First of all, don’t take it personally. No-one has a ‘right’ to credit, and every lender has it in their power to decline applications which they do not wish to accept. Just as you have every right to say ‘Sorry, No’ to a friend who wants to borrow money from you.
Every lender has different criteria and business motives in offering credit. For some companies it is the way they make their money (eg credit card firms), for others it is a way of obtaining sales from people who otherwise wouldn’t buy from them that day (eg interest free offers on furniture or televisions). Because of this, and because of the commercial conditions and goals different companies work to, they all make their decisions in different ways and for different reasons. This means that just because one company turned you down does not mean others will.
First things first
The first thing to do is find out why you were declined. The good practice codes by which most bad credit lending companies promise to operate require them to give you a general reason for the decline. They don’t have to go into detail, and mostly will say something like ‘you did not meet our credit score’, or ‘there was information detrimental to your application discovered when conducting a credit search’.
If information obtained from a credit reference agency was influential to their decision to decline your application (and you were applying for credit of up to £25,000), the lenders are obliged by law to give you the name and address of the agency they used. Typically this will be printed on the letter declining your application, but if it is not you have a statutory right for 28 days to obtain the information from them.
Don’t hesitate just act!
Write to the lender stating that you are requiring the name and address of the credit reference agency to be sent to you within seven days, as is your right under the Consumer Credit Act 1974, Section 157. If no search was made, they do not have to reply to your letter, though they normally will anyway.
Once you have the name of the reference agency used by the lender, apply to them to see your file. You can then set about correcting any erroneous information appearing on the file which may have influenced the decision to decline your application.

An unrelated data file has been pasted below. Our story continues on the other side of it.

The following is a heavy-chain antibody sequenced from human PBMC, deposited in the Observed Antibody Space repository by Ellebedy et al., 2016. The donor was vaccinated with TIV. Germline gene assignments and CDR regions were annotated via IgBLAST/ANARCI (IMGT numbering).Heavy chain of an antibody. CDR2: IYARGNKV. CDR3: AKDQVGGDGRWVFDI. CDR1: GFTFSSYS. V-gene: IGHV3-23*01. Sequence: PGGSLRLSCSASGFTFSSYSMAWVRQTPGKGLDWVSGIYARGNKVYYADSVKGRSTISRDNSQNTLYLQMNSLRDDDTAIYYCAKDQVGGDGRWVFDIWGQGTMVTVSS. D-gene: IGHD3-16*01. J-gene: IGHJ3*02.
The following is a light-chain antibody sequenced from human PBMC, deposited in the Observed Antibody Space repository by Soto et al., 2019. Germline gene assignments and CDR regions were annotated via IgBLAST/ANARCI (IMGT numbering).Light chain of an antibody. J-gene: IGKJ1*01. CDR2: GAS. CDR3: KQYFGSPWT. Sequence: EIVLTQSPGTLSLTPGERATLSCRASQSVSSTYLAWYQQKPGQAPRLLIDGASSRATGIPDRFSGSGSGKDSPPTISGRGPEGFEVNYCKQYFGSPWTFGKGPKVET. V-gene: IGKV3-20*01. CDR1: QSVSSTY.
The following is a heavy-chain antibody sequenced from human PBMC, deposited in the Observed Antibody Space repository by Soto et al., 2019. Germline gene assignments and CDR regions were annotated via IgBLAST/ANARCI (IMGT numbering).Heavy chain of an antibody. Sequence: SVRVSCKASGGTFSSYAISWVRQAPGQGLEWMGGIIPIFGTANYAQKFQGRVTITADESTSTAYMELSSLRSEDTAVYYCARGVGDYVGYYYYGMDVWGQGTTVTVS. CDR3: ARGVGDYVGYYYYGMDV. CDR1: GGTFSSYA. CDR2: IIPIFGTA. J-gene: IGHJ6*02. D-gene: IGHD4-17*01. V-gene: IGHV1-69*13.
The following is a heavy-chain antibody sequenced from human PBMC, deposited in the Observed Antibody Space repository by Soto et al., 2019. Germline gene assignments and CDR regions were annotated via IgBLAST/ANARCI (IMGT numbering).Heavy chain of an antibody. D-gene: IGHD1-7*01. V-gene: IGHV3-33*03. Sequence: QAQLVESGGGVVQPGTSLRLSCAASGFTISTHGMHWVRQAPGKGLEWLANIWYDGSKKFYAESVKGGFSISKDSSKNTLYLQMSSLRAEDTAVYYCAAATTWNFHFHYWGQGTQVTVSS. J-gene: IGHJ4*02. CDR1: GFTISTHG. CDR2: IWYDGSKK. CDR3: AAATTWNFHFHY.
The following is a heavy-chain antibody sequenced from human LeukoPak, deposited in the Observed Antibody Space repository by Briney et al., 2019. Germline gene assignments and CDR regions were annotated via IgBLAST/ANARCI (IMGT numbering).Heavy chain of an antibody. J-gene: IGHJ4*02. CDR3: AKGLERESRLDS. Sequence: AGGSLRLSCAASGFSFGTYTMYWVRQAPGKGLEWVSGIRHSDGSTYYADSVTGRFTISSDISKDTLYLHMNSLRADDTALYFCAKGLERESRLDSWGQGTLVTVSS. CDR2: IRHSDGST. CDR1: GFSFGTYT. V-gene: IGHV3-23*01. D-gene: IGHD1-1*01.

If you have any information which supports your application which you have not already shown to the lender (for example a bank statement showing your address and income, in case they haven’t been able to verify the information from other sources), you can write to the Chief Lending Office of the company, enclosing the additional information or proofs, and asking that your application be reviewed.
Unfortunately, should your application remain declined despite an appeal, there is little more you can do. Try and find a lender who is more sympathetic to your requests – as we said at the beginning, they all make decisions on different bases, and just because one turned you down doesn’t mean they all will.
A word of warning. Applying for too many credit lines within a short period of time will temporarily damage your credit file, so proceed with caution.
How do bad credit loans work
Each lender has different scoring procedures, and are cagey about revealing the criteria they use so as not to encourage or facilitate fraudulent applications. In the main, the highest scores are given to applicants who:
- Are homeowners with no mortgage (eg paid off mortgage or inherited property)
- Have two dependent children
- Are on the Electoral Roll at their current address
- Have had a clean address for three years or more
- Have been with their current employer and bank (in good standing) for at least three years
- Have existing credit cards, cheque card and a well-conducted loan/HP agreement
The quickest and easiest way to improve your credit score is to obtain one or more store cards. Cards issued by GE Capital Bank tend to be the easiest to obtain, requiring only a clean address and either a cheque or credit card in the applicant’s name. GE issue cards on behalf of Debenhams, Burtons, Evans, Adams, Dorothy Perkins, Top Shop and other High St stores. You can apply in store with the minimum of fuss, no proof of address, etc. It does not matter if you are not on the Electoral Roll. Holding any of these cards will assist you with applications for further credit facilities.
It used to be that the Electoral Roll was only updated and published once a year. If you did not get on the Roll by October/November 2016 for example, you wouldn’t show up on the roll from a credit perspective until February 2017! However, with Rolling Registration this is no longer an issue, and you can join the Roll at any time. You should make sure you are on the Roll as soon as possible, and the entry will normally appear on your credit file within six weeks.
Confirm your identity!
It also assists applications for credit if the applicant has a cheque guarantee card, though because of the Data Protection Act, lenders cannot actually confirm with your bank that you do hold a card. However, if your bank account details do not correspond with a type of account that issues guarantee cards, you must state that the guarantee card is actually issued on another account. Otherwise, lenders will assume you are lying, and decline the application. They may ask for the details of the card-issuing account.